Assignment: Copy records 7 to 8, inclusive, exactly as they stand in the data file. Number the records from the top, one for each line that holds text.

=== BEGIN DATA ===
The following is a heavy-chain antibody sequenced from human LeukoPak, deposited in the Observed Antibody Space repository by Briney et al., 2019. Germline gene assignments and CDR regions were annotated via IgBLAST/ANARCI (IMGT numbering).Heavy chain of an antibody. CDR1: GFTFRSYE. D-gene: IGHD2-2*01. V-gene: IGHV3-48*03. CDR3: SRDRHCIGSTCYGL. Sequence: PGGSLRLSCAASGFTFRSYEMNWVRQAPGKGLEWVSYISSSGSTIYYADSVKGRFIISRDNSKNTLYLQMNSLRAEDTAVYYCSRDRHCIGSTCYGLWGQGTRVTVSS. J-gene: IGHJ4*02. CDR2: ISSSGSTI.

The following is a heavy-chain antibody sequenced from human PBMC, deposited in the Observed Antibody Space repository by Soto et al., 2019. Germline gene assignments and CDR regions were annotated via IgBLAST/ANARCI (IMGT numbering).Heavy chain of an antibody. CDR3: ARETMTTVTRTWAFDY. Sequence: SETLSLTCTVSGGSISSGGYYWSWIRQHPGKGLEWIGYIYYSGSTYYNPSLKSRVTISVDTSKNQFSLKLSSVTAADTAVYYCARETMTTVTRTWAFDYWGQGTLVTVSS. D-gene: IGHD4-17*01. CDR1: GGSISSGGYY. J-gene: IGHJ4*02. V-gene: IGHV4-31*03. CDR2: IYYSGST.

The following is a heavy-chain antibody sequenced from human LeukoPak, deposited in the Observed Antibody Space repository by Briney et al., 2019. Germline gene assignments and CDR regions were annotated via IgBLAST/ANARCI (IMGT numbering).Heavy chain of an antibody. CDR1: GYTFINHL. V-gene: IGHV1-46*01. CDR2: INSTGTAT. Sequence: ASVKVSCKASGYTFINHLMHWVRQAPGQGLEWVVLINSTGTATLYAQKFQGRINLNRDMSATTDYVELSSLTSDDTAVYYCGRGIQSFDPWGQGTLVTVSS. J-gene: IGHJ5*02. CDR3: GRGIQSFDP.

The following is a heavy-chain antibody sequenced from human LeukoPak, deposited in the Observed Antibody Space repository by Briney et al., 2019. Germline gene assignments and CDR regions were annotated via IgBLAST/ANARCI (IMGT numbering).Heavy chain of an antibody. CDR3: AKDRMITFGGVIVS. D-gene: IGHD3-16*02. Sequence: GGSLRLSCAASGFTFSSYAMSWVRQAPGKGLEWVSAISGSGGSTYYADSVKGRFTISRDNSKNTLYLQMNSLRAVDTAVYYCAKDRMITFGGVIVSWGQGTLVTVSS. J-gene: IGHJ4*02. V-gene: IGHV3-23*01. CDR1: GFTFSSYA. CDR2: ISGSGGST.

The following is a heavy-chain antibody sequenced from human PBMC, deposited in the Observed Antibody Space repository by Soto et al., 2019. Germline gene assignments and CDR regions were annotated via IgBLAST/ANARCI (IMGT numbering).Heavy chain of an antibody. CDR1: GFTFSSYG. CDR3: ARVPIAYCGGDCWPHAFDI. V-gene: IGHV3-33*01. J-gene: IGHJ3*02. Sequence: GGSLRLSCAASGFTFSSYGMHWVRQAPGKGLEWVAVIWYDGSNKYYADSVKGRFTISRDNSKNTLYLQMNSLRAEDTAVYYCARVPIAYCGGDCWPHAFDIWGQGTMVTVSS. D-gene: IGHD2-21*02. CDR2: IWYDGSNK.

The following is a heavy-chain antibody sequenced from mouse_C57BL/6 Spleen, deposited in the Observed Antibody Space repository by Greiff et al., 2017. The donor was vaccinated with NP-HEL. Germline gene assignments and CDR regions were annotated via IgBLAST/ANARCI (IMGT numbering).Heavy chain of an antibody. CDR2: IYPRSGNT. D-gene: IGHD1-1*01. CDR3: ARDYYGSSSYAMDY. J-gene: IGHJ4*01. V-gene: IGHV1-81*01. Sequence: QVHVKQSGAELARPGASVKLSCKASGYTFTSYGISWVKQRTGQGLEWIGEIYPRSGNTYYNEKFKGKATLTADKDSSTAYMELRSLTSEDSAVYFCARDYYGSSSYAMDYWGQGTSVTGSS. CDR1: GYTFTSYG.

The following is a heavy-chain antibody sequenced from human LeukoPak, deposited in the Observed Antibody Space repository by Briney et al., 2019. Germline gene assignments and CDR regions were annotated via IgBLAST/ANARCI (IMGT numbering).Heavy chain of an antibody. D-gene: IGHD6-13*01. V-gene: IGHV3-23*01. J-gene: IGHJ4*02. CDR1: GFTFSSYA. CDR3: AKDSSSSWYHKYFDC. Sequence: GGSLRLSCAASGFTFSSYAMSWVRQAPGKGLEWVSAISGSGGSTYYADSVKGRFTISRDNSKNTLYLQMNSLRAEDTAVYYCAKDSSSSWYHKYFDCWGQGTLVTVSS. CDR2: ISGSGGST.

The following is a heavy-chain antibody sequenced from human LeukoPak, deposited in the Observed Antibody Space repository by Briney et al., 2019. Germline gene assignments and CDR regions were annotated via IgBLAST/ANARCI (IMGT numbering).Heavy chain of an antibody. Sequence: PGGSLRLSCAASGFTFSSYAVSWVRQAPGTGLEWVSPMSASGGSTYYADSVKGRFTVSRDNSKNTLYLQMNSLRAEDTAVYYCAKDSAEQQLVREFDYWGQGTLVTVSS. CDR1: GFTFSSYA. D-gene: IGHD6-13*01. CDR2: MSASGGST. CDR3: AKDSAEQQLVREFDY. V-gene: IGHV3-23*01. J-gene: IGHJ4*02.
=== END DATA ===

The following is a heavy-chain antibody sequenced from human LeukoPak, deposited in the Observed Antibody Space repository by Briney et al., 2019. Germline gene assignments and CDR regions were annotated via IgBLAST/ANARCI (IMGT numbering).Heavy chain of an antibody. D-gene: IGHD6-13*01. V-gene: IGHV3-23*01. J-gene: IGHJ4*02. CDR1: GFTFSSYA. CDR3: AKDSSSSWYHKYFDC. Sequence: GGSLRLSCAASGFTFSSYAMSWVRQAPGKGLEWVSAISGSGGSTYYADSVKGRFTISRDNSKNTLYLQMNSLRAEDTAVYYCAKDSSSSWYHKYFDCWGQGTLVTVSS. CDR2: ISGSGGST.

The following is a heavy-chain antibody sequenced from human LeukoPak, deposited in the Observed Antibody Space repository by Briney et al., 2019. Germline gene assignments and CDR regions were annotated via IgBLAST/ANARCI (IMGT numbering).Heavy chain of an antibody. Sequence: PGGSLRLSCAASGFTFSSYAVSWVRQAPGTGLEWVSPMSASGGSTYYADSVKGRFTVSRDNSKNTLYLQMNSLRAEDTAVYYCAKDSAEQQLVREFDYWGQGTLVTVSS. CDR1: GFTFSSYA. D-gene: IGHD6-13*01. CDR2: MSASGGST. CDR3: AKDSAEQQLVREFDY. V-gene: IGHV3-23*01. J-gene: IGHJ4*02.